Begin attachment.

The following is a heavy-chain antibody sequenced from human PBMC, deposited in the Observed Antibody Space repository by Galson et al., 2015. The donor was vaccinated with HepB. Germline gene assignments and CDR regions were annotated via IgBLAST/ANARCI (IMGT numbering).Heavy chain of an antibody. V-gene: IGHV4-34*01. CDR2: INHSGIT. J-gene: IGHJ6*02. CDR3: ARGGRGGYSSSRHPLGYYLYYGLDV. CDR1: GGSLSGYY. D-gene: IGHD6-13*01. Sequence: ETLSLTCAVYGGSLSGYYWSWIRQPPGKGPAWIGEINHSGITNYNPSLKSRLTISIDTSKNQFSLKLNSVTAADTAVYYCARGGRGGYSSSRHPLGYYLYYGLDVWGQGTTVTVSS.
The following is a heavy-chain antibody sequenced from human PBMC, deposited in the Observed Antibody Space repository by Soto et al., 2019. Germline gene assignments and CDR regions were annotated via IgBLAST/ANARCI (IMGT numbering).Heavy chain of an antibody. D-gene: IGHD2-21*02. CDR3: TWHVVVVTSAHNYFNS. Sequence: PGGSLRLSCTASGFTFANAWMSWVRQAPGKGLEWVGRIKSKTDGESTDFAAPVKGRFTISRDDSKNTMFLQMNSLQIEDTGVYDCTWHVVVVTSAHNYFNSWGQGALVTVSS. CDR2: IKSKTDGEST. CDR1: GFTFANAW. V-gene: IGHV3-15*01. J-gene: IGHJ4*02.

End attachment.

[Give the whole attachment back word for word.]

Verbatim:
The following is a heavy-chain antibody sequenced from human PBMC, deposited in the Observed Antibody Space repository by Galson et al., 2015. The donor was vaccinated with HepB. Germline gene assignments and CDR regions were annotated via IgBLAST/ANARCI (IMGT numbering).Heavy chain of an antibody. V-gene: IGHV4-34*01. CDR2: INHSGIT. J-gene: IGHJ6*02. CDR3: ARGGRGGYSSSRHPLGYYLYYGLDV. CDR1: GGSLSGYY. D-gene: IGHD6-13*01. Sequence: ETLSLTCAVYGGSLSGYYWSWIRQPPGKGPAWIGEINHSGITNYNPSLKSRLTISIDTSKNQFSLKLNSVTAADTAVYYCARGGRGGYSSSRHPLGYYLYYGLDVWGQGTTVTVSS.
The following is a heavy-chain antibody sequenced from human PBMC, deposited in the Observed Antibody Space repository by Soto et al., 2019. Germline gene assignments and CDR regions were annotated via IgBLAST/ANARCI (IMGT numbering).Heavy chain of an antibody. D-gene: IGHD2-21*02. CDR3: TWHVVVVTSAHNYFNS. Sequence: PGGSLRLSCTASGFTFANAWMSWVRQAPGKGLEWVGRIKSKTDGESTDFAAPVKGRFTISRDDSKNTMFLQMNSLQIEDTGVYDCTWHVVVVTSAHNYFNSWGQGALVTVSS. CDR2: IKSKTDGEST. CDR1: GFTFANAW. V-gene: IGHV3-15*01. J-gene: IGHJ4*02.